WASHINGTON – In case you missed it, the Union Leader published an op-ed by Senator Maggie Hassan that highlights how her bipartisan bill – which was signed into law at the end of last year – will help ensure that providers can prescribe medication-assisted treatment for opioid use disorder just as they would other controlled substances. As the Senator discusses in the piece, this new law removes the outdated requirement that health care providers get a special “X-Waiver” in order to provide the medication-assisted treatment, buprenorphine.
“Health care providers faced barriers and limitations that prevented them from prescribing this life-saving treatment. This led to an outrageous scenario where a doctor could prescribe opioids, but was not permitted to prescribe the vital medication to treat opioid use disorder,” wrote Senator Hassan. “The new law will make it easier for patients to access this critical treatment necessary to enter recovery and rebuild their lives.”
To read Senator Hassan’s full op-ed that ran in the Union Leader, click here or see below.
New law expands access to critical opioid treatment
By Sen. Maggie Hassan
Years ago, when she was only 9 years old, a little girl named Jada approached me at a meeting in Plaistow to tell me about the pain her family was feeling after her beloved cousin died of an opioid overdose. I was proud of Jada for speaking up, but heartbroken that she had to.
Countless other stories like Jada’s have spurred action across New Hampshire. Granite State families who have lost loved ones to the opioid epidemic and people in recovery continue to work tirelessly to try to prevent others from suffering as they have. As a result, policy makers have worked to expand access to prevention, treatment, and recovery services for those with substance use disorder. But there is much more work to do.
As we learn more about opioid use disorder, the necessary next steps forward have never been more clear. According to a report by Pew Charitable Trusts, medication-assisted treatment, which treats opioid use disorder with medication, combined with counseling, is “the most effective intervention” for patients grappling with opioid use disorder.
Read that twice: the most effective. If something is the most effective approach to end the scourge of addiction, we must do everything within our power to expand access to it. Up until now, however, access to one key treatment — prescriptions for a drug called buprenorphine — has been severely limited.
Health care providers faced barriers and limitations that prevented them from prescribing this life-saving treatment. This led to an outrageous scenario where a doctor could prescribe opioids, but was not permitted to prescribe the vital medication to treat opioid use disorder.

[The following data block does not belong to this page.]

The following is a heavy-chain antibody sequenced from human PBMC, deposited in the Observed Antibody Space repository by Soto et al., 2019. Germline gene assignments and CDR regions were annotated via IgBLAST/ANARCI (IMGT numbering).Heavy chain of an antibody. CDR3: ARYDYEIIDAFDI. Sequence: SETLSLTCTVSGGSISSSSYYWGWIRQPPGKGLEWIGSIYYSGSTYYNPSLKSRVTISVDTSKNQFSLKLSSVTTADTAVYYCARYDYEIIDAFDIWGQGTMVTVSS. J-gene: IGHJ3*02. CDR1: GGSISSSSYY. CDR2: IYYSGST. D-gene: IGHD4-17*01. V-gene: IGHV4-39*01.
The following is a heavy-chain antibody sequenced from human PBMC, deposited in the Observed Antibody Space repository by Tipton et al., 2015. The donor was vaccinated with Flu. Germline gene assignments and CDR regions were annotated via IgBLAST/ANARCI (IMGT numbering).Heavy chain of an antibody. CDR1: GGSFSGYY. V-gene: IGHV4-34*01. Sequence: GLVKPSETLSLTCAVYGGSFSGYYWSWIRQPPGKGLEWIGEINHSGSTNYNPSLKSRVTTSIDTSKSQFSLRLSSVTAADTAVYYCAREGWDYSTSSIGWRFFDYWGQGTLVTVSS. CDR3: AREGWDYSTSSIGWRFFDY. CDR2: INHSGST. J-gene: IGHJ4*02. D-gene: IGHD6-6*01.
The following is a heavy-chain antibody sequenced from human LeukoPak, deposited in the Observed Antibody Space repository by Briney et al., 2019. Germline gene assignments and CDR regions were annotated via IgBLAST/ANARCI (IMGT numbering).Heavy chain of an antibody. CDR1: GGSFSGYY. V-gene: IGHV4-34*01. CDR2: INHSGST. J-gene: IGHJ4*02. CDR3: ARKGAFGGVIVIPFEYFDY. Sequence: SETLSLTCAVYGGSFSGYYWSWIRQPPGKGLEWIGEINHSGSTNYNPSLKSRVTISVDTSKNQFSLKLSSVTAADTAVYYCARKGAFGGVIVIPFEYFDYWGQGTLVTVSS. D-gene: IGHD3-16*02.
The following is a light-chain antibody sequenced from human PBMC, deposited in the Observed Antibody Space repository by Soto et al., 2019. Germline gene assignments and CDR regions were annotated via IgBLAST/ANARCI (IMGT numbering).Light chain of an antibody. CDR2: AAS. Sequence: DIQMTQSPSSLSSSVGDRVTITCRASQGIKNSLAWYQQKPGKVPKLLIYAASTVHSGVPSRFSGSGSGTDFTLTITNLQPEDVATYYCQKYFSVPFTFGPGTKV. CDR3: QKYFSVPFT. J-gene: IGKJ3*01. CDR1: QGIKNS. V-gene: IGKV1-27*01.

These federal barriers have affected access. Studies have shown that nationwide about 40% of counties lack a single health care provider who can prescribe buprenorphine for opioid use disorder.
That will now change. At the end of last year, President Joe Biden signed into law my bipartisan bill with Republican Senator Lisa Murkowski to expand access to this life-saving treatment by removing burdensome barriers that prevent many doctors and nurses from prescribing buprenorphine. Our new law streamlines the process by eliminating the requirement known as the “X-waiver” — which up until now was blocking tens of thousands of highly trained health professionals from prescribing buprenorphine and limiting the number of patients that they can prescribe it. As Dr. Seddon R. Savage at Dartmouth Geisel School of Medicine said during a recent discussion we had about this, we treat diabetes with insulin, we treat cardiovascular disease with various medications — and we can treat opioid use disorder with medication such as buprenorphine.
The new law will make it easier for patients to access this critical treatment necessary to enter recovery and rebuild their lives. Of course, this is only one part of the comprehensive approach that we need to continue to take to address the opioid epidemic. Breaking the back of this epidemic will continue to require teamwork among health care professionals, the recovery community, lawmakers at every level of government, first responders, and law enforcement.
As we do that work, I remain grateful to advocates like Jada and the entire recovery community for the work they have done — and continue to do. Their work to break down the stigma of addiction has been fundamental to the progress we have made. But stigma lingers — and needs to be rooted out of every aspect of our response to the epidemic. Eliminating the unnecessary barriers to medication-assisted treatment — barriers that were a product of outdated stigma — is a good step in that direction.
For individuals and families who are impacted by this crisis, please know that you are not alone and that there are a number of resources in our state that can provide support.
If you or someone you know is struggling, I encourage you to reach out to the NH Doorway program, which you can connect to by calling 2-1-1. Additionally, the New Hampshire Rapid Response Access Point can provide critical mental health and substance use disorder resources — learn more by visiting nh988.com.
We are still only part way through our fight against this deadly epidemic. But Granite Staters have the strength, ingenuity, and determination to turn the tide. I look forward to continuing the effort with all of you.